(d) fusing the first hose segment and the second hose segment at the overlapping area to create a single repaired irrigation hose, said repaired irrigation hose comprising a hose splice wherein the hose splice consists essentially of material from the first hose segment and the second hose segment that have been fused together.
2. The method of claim 1 wherein the step of fusing the first hose segment and the second hose segment at the overlapping area to create a single repaired irrigation hose comprises simultaneously applying heat and compression externally to the overlapping area to create a single repaired irrigation hose.
3. The method of claim 2 further comprising removing the heat from the overlapping area while maintaining compression.
4. The method of claim 1 wherein the step of providing two hose segments comprises:
(a) coiling a plurality of unjoined hose segments including the first and second segments; and
(b) un-coiling the first and second segments.
5. The method of claim 4 further comprising re-coiling the repaired irrigation hose after removing the heat from the overlapping area.
6. The method of claim 1, further comprising the step of removing the heat shield from the repaired irrigation hose using water flowing inside the repaired irrigation hose.
7. The method of claim 6 wherein the step of removing the heat shield from the repaired irrigation hose using water flowing inside the repaired irrigation hose comprises flushing the heat shield from the repaired irrigation hose.
8. The method of claim 1 wherein said irrigation hose is a multi-chambered flexible polymer hose.
9. The method of claim 6 wherein said heat shield is water soluble, wherein the step of removing the heat shield from the repaired irrigation hose using water flowing inside the repaired irrigation hose comprises dissolving the heat shield with the water flowing inside the repaired irrigation hose.
10. The method of claim 2 wherein said application of heat and compression is automated, said automation involving the application of a pre-determined amount of heat and compression for a pre-determined amount of time.
US09071524 1998-05-01 1998-05-01 Irrigation hose splice and method of making same Expired - Fee Related US6090233A (en)

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US09071524 US6090233A (en) 1998-05-01 1998-05-01 Irrigation hose splice and method of making same
PCT/US1999/009051 WO1999056955A1 (en) 1998-05-01 1999-04-27 Irrigation hose splice and method of making same
EP19990920047 EP1100678A4 (en) 1998-05-01 1999-04-27 Irrigation hose splice and method of making same
US09522451 US6440510B1 (en) 1998-05-01 2000-03-09 Irrigation hose splice

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Cited By (8)

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US6540859B1 (en) 2001-10-16 2003-04-01 The Toro Company Method for splicing hose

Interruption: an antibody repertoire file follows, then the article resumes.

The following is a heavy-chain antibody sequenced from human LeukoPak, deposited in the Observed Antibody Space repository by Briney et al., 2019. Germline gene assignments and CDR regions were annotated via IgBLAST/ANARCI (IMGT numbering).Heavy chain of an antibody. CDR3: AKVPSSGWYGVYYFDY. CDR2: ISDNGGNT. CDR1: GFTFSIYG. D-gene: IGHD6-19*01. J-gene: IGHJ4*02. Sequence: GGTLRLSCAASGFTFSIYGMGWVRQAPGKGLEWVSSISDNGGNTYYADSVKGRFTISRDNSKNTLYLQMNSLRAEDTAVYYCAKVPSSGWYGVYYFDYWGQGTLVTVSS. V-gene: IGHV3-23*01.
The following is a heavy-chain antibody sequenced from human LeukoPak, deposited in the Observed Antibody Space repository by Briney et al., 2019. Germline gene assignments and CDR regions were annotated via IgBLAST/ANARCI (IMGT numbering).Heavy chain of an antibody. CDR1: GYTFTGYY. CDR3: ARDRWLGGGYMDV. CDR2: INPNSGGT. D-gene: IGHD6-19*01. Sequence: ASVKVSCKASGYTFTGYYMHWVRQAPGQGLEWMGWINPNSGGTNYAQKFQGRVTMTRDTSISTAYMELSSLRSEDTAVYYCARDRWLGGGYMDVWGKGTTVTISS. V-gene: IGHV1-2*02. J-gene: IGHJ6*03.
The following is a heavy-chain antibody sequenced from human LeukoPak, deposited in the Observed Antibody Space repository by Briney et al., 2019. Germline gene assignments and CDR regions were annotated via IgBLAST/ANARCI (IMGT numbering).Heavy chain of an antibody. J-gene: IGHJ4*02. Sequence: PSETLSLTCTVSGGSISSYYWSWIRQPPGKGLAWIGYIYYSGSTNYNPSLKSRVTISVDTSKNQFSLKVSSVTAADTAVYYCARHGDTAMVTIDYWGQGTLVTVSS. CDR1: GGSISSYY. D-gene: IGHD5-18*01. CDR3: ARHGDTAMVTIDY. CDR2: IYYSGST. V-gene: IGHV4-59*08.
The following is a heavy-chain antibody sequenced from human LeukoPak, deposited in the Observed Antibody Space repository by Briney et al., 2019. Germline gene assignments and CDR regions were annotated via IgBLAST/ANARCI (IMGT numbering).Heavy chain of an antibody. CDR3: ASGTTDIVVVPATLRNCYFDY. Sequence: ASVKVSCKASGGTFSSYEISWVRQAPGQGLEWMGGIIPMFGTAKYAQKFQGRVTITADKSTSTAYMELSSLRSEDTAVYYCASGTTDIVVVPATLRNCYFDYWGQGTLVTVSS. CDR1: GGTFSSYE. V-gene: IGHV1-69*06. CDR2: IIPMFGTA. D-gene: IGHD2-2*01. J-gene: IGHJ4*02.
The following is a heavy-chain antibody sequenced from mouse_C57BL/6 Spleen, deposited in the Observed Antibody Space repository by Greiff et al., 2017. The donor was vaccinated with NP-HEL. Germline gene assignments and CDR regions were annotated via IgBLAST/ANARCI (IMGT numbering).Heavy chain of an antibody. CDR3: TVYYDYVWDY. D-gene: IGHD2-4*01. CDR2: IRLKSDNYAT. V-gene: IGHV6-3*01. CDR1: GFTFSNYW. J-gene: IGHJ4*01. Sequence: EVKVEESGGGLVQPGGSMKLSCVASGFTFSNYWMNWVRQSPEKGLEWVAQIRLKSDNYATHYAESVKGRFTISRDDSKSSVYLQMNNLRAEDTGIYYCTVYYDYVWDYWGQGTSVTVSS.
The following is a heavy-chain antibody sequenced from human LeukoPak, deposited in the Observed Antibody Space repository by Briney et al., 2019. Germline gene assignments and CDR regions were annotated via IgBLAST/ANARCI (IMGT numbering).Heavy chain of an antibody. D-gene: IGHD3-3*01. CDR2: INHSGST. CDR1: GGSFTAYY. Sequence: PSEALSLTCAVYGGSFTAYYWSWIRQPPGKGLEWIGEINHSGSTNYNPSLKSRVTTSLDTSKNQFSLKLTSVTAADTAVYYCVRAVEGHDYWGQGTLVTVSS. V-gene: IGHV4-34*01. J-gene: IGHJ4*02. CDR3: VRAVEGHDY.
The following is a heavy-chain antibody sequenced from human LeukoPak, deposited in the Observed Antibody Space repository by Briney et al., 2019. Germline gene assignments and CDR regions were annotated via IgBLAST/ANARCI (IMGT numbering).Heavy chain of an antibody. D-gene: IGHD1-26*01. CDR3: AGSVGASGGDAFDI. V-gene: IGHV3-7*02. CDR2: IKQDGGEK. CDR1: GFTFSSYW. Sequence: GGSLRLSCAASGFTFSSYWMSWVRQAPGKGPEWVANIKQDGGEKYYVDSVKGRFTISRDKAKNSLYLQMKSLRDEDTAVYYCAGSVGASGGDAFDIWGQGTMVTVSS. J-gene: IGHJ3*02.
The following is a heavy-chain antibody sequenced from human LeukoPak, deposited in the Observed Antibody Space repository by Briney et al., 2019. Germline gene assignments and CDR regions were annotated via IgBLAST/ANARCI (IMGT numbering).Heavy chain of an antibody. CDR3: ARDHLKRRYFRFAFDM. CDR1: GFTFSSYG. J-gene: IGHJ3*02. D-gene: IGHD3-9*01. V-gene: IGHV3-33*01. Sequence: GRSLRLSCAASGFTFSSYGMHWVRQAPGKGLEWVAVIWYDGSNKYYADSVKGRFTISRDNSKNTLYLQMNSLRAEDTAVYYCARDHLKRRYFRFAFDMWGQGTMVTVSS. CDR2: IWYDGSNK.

US6632306B1 (en) 2000-08-07 2003-10-14 Roberts Group Holdings, Llc Method and apparatus for splicing drip irrigation tape
US20070265698A1 (en) * 2003-07-31 2007-11-15 Advanced Cardiovascular Systems, Inc. Intravascular stent with inverted end rings
US20080009933A1 (en) * 2006-07-07 2008-01-10 Diem Uyen Ta Catheter assembly and method for treating bifurcations
US20080174109A1 (en) * 2007-01-23 2008-07-24 Netafim Ltd. Irrigation Pipe Splice Sleeve and Method
US20090012601A1 (en) * 2007-07-05 2009-01-08 Abbott Cardiovascular Systems, Inc. Stent and catheter assembly and method for treating bifurcations
US20090051159A1 (en) * 2007-08-20 2009-02-26 Scott Glenn Cameron Fluid fitting for an agricultural drip irrigation system
US8210573B2 (en) 2001-07-12 2012-07-03 Delmer Dan W C Pipe coupling

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JP2007538202A (en) * 2003-05-13 2007-12-27 フェデラル−モーグル パワートレイン インコーポレイテッドFederal−Mogul Powertrain, Inc. Kit and method for seaming the sleeve

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Cited By (11)

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US6632306B1 (en) 2000-08-07 2003-10-14 Roberts Group Holdings, Llc Method and apparatus for splicing drip irrigation tape
US8210573B2 (en) 2001-07-12 2012-07-03 Delmer Dan W C Pipe coupling
US6540859B1 (en) 2001-10-16 2003-04-01 The Toro Company Method for splicing hose
US20070265698A1 (en) * 2003-07-31 2007-11-15 Advanced Cardiovascular Systems, Inc. Intravascular stent with inverted end rings
US20080009933A1 (en) * 2006-07-07 2008-01-10 Diem Uyen Ta Catheter assembly and method for treating bifurcations
US20080009829A1 (en) * 2006-07-07 2008-01-10 Abbott Cardiovascular Systems Inc. Balloon catheter having a branched distal section with secured branches
US20080009932A1 (en) * 2006-07-07 2008-01-10 Diem Uyen Ta Stent and catheter assembly and method for treating bifurcations
US20080174109A1 (en) * 2007-01-23 2008-07-24 Netafim Ltd. Irrigation Pipe Splice Sleeve and Method
US7658814B2 (en) 2007-01-23 2010-02-09 Netafim, Ltd. Irrigation pipe splice sleeve and method
US20090012601A1 (en) * 2007-07-05 2009-01-08 Abbott Cardiovascular Systems, Inc. Stent and catheter assembly and method for treating bifurcations
US20090051159A1 (en) * 2007-08-20 2009-02-26 Scott Glenn Cameron Fluid fitting for an agricultural drip irrigation system

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Publication number Publication date Type
EP1100678A1 (en) 2001-05-23 application
US6440510B1 (en) 2002-08-27 grant
WO1999056955A1 (en) 1999-11-11 application
EP1100678A4 (en) 2003-08-13 application